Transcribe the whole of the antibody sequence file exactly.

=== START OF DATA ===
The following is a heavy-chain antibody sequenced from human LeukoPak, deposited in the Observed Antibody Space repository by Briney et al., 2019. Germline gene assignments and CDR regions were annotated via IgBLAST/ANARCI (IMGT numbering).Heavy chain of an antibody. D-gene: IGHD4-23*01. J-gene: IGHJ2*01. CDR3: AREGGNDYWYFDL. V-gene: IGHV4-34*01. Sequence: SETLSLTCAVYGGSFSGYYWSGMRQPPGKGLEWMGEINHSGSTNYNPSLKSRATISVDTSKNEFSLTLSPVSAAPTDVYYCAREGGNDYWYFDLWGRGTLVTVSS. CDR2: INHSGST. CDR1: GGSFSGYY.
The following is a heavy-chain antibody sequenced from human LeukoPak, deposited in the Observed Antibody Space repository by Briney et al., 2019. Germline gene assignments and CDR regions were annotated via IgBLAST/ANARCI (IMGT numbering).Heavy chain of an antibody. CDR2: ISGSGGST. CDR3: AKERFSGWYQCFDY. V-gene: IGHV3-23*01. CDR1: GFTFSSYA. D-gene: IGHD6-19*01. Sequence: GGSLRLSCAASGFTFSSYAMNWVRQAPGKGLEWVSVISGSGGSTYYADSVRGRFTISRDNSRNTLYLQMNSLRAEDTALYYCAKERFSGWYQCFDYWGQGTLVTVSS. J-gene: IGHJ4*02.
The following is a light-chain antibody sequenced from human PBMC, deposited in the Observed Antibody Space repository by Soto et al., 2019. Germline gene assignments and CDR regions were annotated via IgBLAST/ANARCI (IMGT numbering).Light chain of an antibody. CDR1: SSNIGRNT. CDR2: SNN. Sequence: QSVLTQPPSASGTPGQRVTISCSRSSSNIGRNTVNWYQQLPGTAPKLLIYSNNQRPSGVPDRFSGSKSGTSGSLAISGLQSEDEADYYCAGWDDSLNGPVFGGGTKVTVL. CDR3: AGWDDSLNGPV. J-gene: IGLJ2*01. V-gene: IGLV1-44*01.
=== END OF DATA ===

The following is a heavy-chain antibody sequenced from human LeukoPak, deposited in the Observed Antibody Space repository by Briney et al., 2019. Germline gene assignments and CDR regions were annotated via IgBLAST/ANARCI (IMGT numbering).Heavy chain of an antibody. D-gene: IGHD4-23*01. J-gene: IGHJ2*01. CDR3: AREGGNDYWYFDL. V-gene: IGHV4-34*01. Sequence: SETLSLTCAVYGGSFSGYYWSGMRQPPGKGLEWMGEINHSGSTNYNPSLKSRATISVDTSKNEFSLTLSPVSAAPTDVYYCAREGGNDYWYFDLWGRGTLVTVSS. CDR2: INHSGST. CDR1: GGSFSGYY.
The following is a heavy-chain antibody sequenced from human LeukoPak, deposited in the Observed Antibody Space repository by Briney et al., 2019. Germline gene assignments and CDR regions were annotated via IgBLAST/ANARCI (IMGT numbering).Heavy chain of an antibody. CDR2: ISGSGGST. CDR3: AKERFSGWYQCFDY. V-gene: IGHV3-23*01. CDR1: GFTFSSYA. D-gene: IGHD6-19*01. Sequence: GGSLRLSCAASGFTFSSYAMNWVRQAPGKGLEWVSVISGSGGSTYYADSVRGRFTISRDNSRNTLYLQMNSLRAEDTALYYCAKERFSGWYQCFDYWGQGTLVTVSS. J-gene: IGHJ4*02.
The following is a light-chain antibody sequenced from human PBMC, deposited in the Observed Antibody Space repository by Soto et al., 2019. Germline gene assignments and CDR regions were annotated via IgBLAST/ANARCI (IMGT numbering).Light chain of an antibody. CDR1: SSNIGRNT. CDR2: SNN. Sequence: QSVLTQPPSASGTPGQRVTISCSRSSSNIGRNTVNWYQQLPGTAPKLLIYSNNQRPSGVPDRFSGSKSGTSGSLAISGLQSEDEADYYCAGWDDSLNGPVFGGGTKVTVL. CDR3: AGWDDSLNGPV. J-gene: IGLJ2*01. V-gene: IGLV1-44*01.